Monetary donations are a large part of a not-for-profit organization’s funding portfolio. With many individual taxpayers contributing donations through non-cash means, it’s important to stay up-to-date on the implications and evolution of charitable deductions.
It has long been a practice for those holding appreciated, publicly traded securities to donate them to charity instead of contributing cash. As this effectively eliminates the recognition of capital gains and creates a charitable deduction on a taxpayer’s personal return, it’s a strategic way to contribute to charitable organizations. With the rise of cryptocurrency over the past several years, the question of “can you donate your appreciated cryptocurrency and take a charitable deduction in the same manner?” has often been raised. While it appears that cryptocurrency values are considered “readily valued property” the same way they are with publicly traded securities, the IRS has determined that tax treatment is different.
The Tax Treatment of Cryptocurrency Contributions
Generally, the amount recognized as a charitable contribution is easy to determine as fair market values are available on the date of contribution. As such, there is an exception to the appraisal requirement for contributions to an organization over $5,000. On January 13, 2023, the IRS issued Chief Counsel Advice (CCA 202302012) regarding qualified appraisal requirements for charitable contributions of cryptocurrency.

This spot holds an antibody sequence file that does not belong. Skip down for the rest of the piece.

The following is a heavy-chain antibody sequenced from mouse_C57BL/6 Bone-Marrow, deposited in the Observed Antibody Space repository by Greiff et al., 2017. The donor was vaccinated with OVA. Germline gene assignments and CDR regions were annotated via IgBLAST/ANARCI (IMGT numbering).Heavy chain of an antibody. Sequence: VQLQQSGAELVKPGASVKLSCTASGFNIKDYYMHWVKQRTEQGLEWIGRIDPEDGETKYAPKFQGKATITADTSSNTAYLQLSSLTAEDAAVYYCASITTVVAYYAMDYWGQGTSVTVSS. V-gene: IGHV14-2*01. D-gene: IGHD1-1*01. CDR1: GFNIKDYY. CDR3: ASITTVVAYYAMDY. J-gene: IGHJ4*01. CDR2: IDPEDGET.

Per the advice, the IRS defines cryptocurrency as a digital asset, and as such, any donation greater than $5,000 will require a qualified appraisal under Section 170(f)(11)(E)(i). Qualified appraisals must be conducted by an appraiser that meets certain minimum education and experience requirements, in addition to other expectations. Any donation of $5,000 or more of cryptocurrency claimed on a personal tax return without the qualified appraisal attachment will be disallowed. While a not-for-profit organization can accept donations without an appraisal, individuals should note they cannot take the deduction on the personal side without an appraisal.
Implications for Not-for-Profit Organizations
Any tax-exempt organization that receives a contribution of cryptocurrency is required to provide a contemporaneous written acknowledgement for the donation to the donor and complete Part V of the donor’s Form 8283. The written acknowledgement should not mention the donated value but can be leveraged as a way to communicate the appraisal requirements to donors. This can prevent misstatements in donor’s personal tax reporting.
This nuanced requirement comes with the evolution of charitable contributions and the progression of cryptocurrency. For more information about its impact on not-for-profit organizations (or individual’s tax filing), please contact our team: